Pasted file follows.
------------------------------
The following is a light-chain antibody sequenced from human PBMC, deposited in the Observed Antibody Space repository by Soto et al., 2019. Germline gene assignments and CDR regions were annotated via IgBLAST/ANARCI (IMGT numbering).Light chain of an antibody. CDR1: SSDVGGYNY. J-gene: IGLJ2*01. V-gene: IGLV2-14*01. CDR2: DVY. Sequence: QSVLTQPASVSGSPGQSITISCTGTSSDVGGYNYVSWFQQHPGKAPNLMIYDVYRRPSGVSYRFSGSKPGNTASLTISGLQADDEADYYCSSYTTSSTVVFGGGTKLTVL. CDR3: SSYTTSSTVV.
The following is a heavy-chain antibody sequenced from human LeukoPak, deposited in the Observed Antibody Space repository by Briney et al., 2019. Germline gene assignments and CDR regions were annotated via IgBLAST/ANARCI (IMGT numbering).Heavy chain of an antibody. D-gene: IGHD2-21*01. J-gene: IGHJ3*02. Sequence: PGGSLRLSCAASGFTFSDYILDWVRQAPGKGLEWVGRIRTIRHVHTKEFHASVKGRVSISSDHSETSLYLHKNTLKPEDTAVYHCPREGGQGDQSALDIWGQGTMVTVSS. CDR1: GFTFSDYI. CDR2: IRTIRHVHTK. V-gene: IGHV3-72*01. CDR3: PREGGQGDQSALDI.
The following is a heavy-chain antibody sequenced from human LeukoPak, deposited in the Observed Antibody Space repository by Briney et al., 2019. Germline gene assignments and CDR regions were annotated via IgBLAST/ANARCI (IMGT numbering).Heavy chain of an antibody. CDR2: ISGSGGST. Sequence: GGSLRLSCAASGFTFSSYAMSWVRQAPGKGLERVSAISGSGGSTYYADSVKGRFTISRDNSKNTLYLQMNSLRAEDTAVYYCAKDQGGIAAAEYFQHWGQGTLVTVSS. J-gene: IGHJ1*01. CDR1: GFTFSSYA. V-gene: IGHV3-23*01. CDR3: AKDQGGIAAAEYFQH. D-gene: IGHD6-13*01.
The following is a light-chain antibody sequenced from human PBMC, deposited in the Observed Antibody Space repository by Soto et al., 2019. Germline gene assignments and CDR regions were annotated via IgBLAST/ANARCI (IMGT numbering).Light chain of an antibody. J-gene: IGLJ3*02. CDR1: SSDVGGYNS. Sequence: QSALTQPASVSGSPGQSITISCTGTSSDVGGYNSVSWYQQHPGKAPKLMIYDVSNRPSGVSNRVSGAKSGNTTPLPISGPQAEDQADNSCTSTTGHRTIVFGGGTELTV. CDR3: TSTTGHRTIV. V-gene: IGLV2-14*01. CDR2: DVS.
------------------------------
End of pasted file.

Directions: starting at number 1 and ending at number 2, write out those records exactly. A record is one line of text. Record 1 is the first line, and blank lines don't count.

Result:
The following is a light-chain antibody sequenced from human PBMC, deposited in the Observed Antibody Space repository by Soto et al., 2019. Germline gene assignments and CDR regions were annotated via IgBLAST/ANARCI (IMGT numbering).Light chain of an antibody. CDR1: SSDVGGYNY. J-gene: IGLJ2*01. V-gene: IGLV2-14*01. CDR2: DVY. Sequence: QSVLTQPASVSGSPGQSITISCTGTSSDVGGYNYVSWFQQHPGKAPNLMIYDVYRRPSGVSYRFSGSKPGNTASLTISGLQADDEADYYCSSYTTSSTVVFGGGTKLTVL. CDR3: SSYTTSSTVV.
The following is a heavy-chain antibody sequenced from human LeukoPak, deposited in the Observed Antibody Space repository by Briney et al., 2019. Germline gene assignments and CDR regions were annotated via IgBLAST/ANARCI (IMGT numbering).Heavy chain of an antibody. D-gene: IGHD2-21*01. J-gene: IGHJ3*02. Sequence: PGGSLRLSCAASGFTFSDYILDWVRQAPGKGLEWVGRIRTIRHVHTKEFHASVKGRVSISSDHSETSLYLHKNTLKPEDTAVYHCPREGGQGDQSALDIWGQGTMVTVSS. CDR1: GFTFSDYI. CDR2: IRTIRHVHTK. V-gene: IGHV3-72*01. CDR3: PREGGQGDQSALDI.